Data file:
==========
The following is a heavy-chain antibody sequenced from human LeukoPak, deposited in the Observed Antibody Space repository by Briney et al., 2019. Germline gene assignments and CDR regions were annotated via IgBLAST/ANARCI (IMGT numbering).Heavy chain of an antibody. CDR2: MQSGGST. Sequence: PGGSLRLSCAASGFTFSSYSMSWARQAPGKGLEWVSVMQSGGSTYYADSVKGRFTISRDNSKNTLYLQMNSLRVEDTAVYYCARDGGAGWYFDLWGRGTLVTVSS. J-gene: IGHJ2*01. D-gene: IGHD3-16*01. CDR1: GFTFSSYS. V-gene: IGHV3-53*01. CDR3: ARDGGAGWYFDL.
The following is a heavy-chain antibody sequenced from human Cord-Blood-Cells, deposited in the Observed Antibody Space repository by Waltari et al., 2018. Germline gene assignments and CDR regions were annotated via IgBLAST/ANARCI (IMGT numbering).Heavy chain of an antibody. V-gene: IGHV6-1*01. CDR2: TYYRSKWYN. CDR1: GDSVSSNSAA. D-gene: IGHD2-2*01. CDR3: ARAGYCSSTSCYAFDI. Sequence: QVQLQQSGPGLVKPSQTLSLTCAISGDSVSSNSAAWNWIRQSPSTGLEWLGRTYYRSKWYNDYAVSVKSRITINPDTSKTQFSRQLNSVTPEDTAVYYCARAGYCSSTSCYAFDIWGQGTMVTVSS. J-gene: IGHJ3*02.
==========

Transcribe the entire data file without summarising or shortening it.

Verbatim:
The following is a heavy-chain antibody sequenced from human LeukoPak, deposited in the Observed Antibody Space repository by Briney et al., 2019. Germline gene assignments and CDR regions were annotated via IgBLAST/ANARCI (IMGT numbering).Heavy chain of an antibody. CDR2: MQSGGST. Sequence: PGGSLRLSCAASGFTFSSYSMSWARQAPGKGLEWVSVMQSGGSTYYADSVKGRFTISRDNSKNTLYLQMNSLRVEDTAVYYCARDGGAGWYFDLWGRGTLVTVSS. J-gene: IGHJ2*01. D-gene: IGHD3-16*01. CDR1: GFTFSSYS. V-gene: IGHV3-53*01. CDR3: ARDGGAGWYFDL.
The following is a heavy-chain antibody sequenced from human Cord-Blood-Cells, deposited in the Observed Antibody Space repository by Waltari et al., 2018. Germline gene assignments and CDR regions were annotated via IgBLAST/ANARCI (IMGT numbering).Heavy chain of an antibody. V-gene: IGHV6-1*01. CDR2: TYYRSKWYN. CDR1: GDSVSSNSAA. D-gene: IGHD2-2*01. CDR3: ARAGYCSSTSCYAFDI. Sequence: QVQLQQSGPGLVKPSQTLSLTCAISGDSVSSNSAAWNWIRQSPSTGLEWLGRTYYRSKWYNDYAVSVKSRITINPDTSKTQFSRQLNSVTPEDTAVYYCARAGYCSSTSCYAFDIWGQGTMVTVSS. J-gene: IGHJ3*02.